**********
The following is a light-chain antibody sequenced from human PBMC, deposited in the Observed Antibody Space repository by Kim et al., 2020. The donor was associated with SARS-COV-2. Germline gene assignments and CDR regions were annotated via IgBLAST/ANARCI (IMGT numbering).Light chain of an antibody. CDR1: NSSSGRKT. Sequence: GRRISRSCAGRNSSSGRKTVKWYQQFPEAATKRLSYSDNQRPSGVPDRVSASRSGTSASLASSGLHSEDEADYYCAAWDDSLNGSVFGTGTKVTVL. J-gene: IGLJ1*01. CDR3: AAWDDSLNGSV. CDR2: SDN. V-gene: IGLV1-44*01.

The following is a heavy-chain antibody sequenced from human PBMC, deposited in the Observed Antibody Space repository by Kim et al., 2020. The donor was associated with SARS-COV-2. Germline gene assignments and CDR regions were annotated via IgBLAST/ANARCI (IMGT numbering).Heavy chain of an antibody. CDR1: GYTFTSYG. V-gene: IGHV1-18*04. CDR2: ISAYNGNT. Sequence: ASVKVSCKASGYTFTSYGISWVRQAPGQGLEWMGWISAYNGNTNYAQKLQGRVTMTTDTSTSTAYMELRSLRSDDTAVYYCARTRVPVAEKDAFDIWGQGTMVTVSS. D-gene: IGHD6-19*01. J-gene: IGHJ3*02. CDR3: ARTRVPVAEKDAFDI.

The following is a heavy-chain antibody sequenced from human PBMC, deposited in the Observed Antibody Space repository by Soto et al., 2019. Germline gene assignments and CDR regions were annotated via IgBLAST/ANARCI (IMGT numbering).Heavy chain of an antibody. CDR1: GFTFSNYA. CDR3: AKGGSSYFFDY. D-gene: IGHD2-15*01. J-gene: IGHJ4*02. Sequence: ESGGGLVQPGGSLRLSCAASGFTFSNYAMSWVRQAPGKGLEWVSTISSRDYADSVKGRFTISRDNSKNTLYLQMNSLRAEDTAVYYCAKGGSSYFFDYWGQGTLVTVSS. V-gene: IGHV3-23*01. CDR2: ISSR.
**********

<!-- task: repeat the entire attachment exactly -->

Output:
The following is a light-chain antibody sequenced from human PBMC, deposited in the Observed Antibody Space repository by Kim et al., 2020. The donor was associated with SARS-COV-2. Germline gene assignments and CDR regions were annotated via IgBLAST/ANARCI (IMGT numbering).Light chain of an antibody. CDR1: NSSSGRKT. Sequence: GRRISRSCAGRNSSSGRKTVKWYQQFPEAATKRLSYSDNQRPSGVPDRVSASRSGTSASLASSGLHSEDEADYYCAAWDDSLNGSVFGTGTKVTVL. J-gene: IGLJ1*01. CDR3: AAWDDSLNGSV. CDR2: SDN. V-gene: IGLV1-44*01.

The following is a heavy-chain antibody sequenced from human PBMC, deposited in the Observed Antibody Space repository by Kim et al., 2020. The donor was associated with SARS-COV-2. Germline gene assignments and CDR regions were annotated via IgBLAST/ANARCI (IMGT numbering).Heavy chain of an antibody. CDR1: GYTFTSYG. V-gene: IGHV1-18*04. CDR2: ISAYNGNT. Sequence: ASVKVSCKASGYTFTSYGISWVRQAPGQGLEWMGWISAYNGNTNYAQKLQGRVTMTTDTSTSTAYMELRSLRSDDTAVYYCARTRVPVAEKDAFDIWGQGTMVTVSS. D-gene: IGHD6-19*01. J-gene: IGHJ3*02. CDR3: ARTRVPVAEKDAFDI.

The following is a heavy-chain antibody sequenced from human PBMC, deposited in the Observed Antibody Space repository by Soto et al., 2019. Germline gene assignments and CDR regions were annotated via IgBLAST/ANARCI (IMGT numbering).Heavy chain of an antibody. CDR1: GFTFSNYA. CDR3: AKGGSSYFFDY. D-gene: IGHD2-15*01. J-gene: IGHJ4*02. Sequence: ESGGGLVQPGGSLRLSCAASGFTFSNYAMSWVRQAPGKGLEWVSTISSRDYADSVKGRFTISRDNSKNTLYLQMNSLRAEDTAVYYCAKGGSSYFFDYWGQGTLVTVSS. V-gene: IGHV3-23*01. CDR2: ISSR.